He was asked to repeat “Mary had a little lamb” endlessly because its a phrase that can be easily slurred, and evidently—although the doctors were straight-up about saying they had no idea why—the part of the brain they stimulate for DBS also affects the speech centre, and so if they turn the power up too high, patients begin to slur their words. Furthermore, the doctors said, a common side effect of DBS is that as recipients become increasingly tired, they’re increasingly likely to slur their words. Dad, telling us this barely 24 hours after the calibration (after a spectacularly long day of calibrating and travel), said he felt, in fact, like he was slurring a little, although we thought he just sounded very tired, rather than slurry.
Relatedly, at one point during the calibration when they’d turned the power up higher than before, Dad reported becoming very, very tired, and saying, “I’m sorry, I’m exhausted, we’ve got to stop.” The doctor said, “Oh! We turned it up too much, sorry!” and turned it down again—and Dad’s tiredness went away immediately. It’s another known effect; that part of the brain also evidently has some relation to the sleep centre, but they really just don’t know how it’s all connected, and said as much to Dad more than once.
Similarly, another side effect they know to look for is an involuntary lip curl! Dad said that even before he knew he was doing it, the doctor said words to the effect of, “There it is, turn it down,” and then Dad could feel that his lip was beginning to curl. He said the doctor watched him with absolutely tremendous intensity—and that he and the nurse seemed to be having a positively fantastic time doing this work.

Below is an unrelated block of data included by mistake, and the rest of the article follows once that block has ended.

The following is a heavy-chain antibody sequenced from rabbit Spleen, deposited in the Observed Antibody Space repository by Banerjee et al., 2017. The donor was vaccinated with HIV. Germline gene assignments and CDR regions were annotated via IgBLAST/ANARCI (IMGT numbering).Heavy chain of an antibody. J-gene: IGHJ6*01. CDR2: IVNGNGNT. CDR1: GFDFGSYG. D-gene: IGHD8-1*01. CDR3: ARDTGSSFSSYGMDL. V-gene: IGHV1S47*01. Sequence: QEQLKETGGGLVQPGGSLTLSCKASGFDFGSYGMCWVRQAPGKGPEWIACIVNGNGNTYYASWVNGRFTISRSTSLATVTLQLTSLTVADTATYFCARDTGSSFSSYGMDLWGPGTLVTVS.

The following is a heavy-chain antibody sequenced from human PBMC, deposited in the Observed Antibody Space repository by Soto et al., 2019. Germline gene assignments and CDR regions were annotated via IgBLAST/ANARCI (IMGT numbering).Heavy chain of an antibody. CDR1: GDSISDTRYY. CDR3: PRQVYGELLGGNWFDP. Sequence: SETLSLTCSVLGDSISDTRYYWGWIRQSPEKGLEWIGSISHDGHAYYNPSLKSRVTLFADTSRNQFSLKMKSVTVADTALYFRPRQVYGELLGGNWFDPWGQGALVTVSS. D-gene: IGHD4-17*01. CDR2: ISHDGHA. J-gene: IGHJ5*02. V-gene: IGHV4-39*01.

Dad himself found it as thrilling as the surgery itself, and in its way completely bizarre, as his hands involuntarily grew steadier and steadier while they adjusted the voltage to get the most reduction in his tremor. This was the inital calibration; he’ll go back in three months to address refinements and also what amounts to gross motor control, including things like his gait and posture. In the meantime, his app allows him to fine-tune the current, turning it up or down a little (very little, we’re talking millijoules here) in order to refine the tremor’s effect, which at the moment is reduced to an occasional “bobble,” as Dad calls them, when he’s lifting, say, a water glass to his mouth; he might “bobble” as it reaches his lips, or he might not, and adjusting the app can help with that.
The doctor told him he should take up Tai Chi, and when he said that to us, I said, “And you can do the hand gestures now,” and did a wax-on, wax-off motion.